Burr said he thought a one-year delay in the law could pass the Democratic-controlled Senate.
Arizona Senator John McCain said if the House alters the Senate measure, he’d want to see a vote on repealing the medical-device tax and delaying the health-care law for a year.
“All I know is how it ends,” McCain said today. “You don’t defund Obamacare. I’ve seen the movie before.”
Senate Democrats rejected the Republican’s idea to attach repeal of the medical-device tax to a bill to keep the government open.
“That is not the strategy we’re pushing for this time,” said Senator Amy Klobuchar of Minnesota, an advocate for repealing a tax that affects companies such as Minneapolis-based Medtronic Inc. “Right now, we just want to get the government to continue operating.”
Klobuchar said advocates of a device-tax repeal are still searching for a way to offset the $30 billion revenue loss over the next decade that could be accepted by both parties.
Senator Debbie Stabenow, a Michigan Democrat, said lawmakers shouldn’t make major policy on a bill that just keeps government open for six weeks.
“It makes absolutely no sense,” she said.
On another fiscal front, the House tomorrow could introduce legislation to increase the U.S. debt limit.
Treasury Secretary Jacob J. Lew told Congress today that the extraordinary measures being used to avoid breaching the debt ceiling “will be exhausted no later than Oct. 17.” The Congressional Budget Office today estimated the government will be unable to pay its bills starting Oct. 22.
House Republicans will include a one-year delay of the health-care law as part of its legislation on the borrowing authority.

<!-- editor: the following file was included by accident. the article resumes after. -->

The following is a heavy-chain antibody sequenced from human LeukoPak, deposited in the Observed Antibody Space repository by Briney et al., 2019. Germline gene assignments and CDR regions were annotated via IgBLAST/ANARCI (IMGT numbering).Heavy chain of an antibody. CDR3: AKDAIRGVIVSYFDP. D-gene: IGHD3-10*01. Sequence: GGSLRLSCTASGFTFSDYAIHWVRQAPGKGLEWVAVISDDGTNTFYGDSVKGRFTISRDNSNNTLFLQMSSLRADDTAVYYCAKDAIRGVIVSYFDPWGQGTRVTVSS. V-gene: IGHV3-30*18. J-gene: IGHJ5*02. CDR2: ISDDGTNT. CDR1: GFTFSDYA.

Cruz’s 21-hour, 19-minute speech -- the fourth-longest for the Senate -- compared the fight to end the measure to the nation’s battle for independence against Great Britain and the fight to keep the U.S. unified after the Civil War. He stopped talking at noon as the Senate began a new legislative day.
“I hope over the course of this filibuster the issues that are at the heart of this debate were put front and center in front of the American people,” Cruz said after leaving the Senate floor. “Obamacare isn’t working. When you get outside of Washington, Republicans agree on that, Democrats agree on that, independents agree on that, libertarians agree on that.”
Cruz, Utah Senator Mike Lee, and Kentucky Senator Rand Paul, chief critics of the health law in the Senate, voted today with the majority.
“It’s time to vote,” Paul said, explaining his decision. “The sooner we’re done with this, the better chance we have of not having the government shut down.”
Reid called Cruz’s move “a big waste of time.”
“It’s a shame we’re standing here having wasted perhaps two days, most of yesterday and a good part of today, when we could pass what we need to pass very quickly and send it back to the House,” Reid said after Cruz yielded the floor.
In addition to railing against the health-care law, Cruz killed time reading from Dr. Seuss’s “Green Eggs and Ham” and referencing the reality TV show “Duck Dynasty.”
When Cruz wrapped up, Senator Charles Schumer of New York, the chamber’s third-ranking Democrat, chided the Texan for missing the moral of the Dr. Seuss story.
“Try something before you condemn it -- you might actually like it,” Schumer said. In reference to Sam-I-Am, the book’s main character, he added: “Maybe if he was a senator he’d speak on the floor for 21 hours, and then when he tasted green eggs, he’d actually like them.”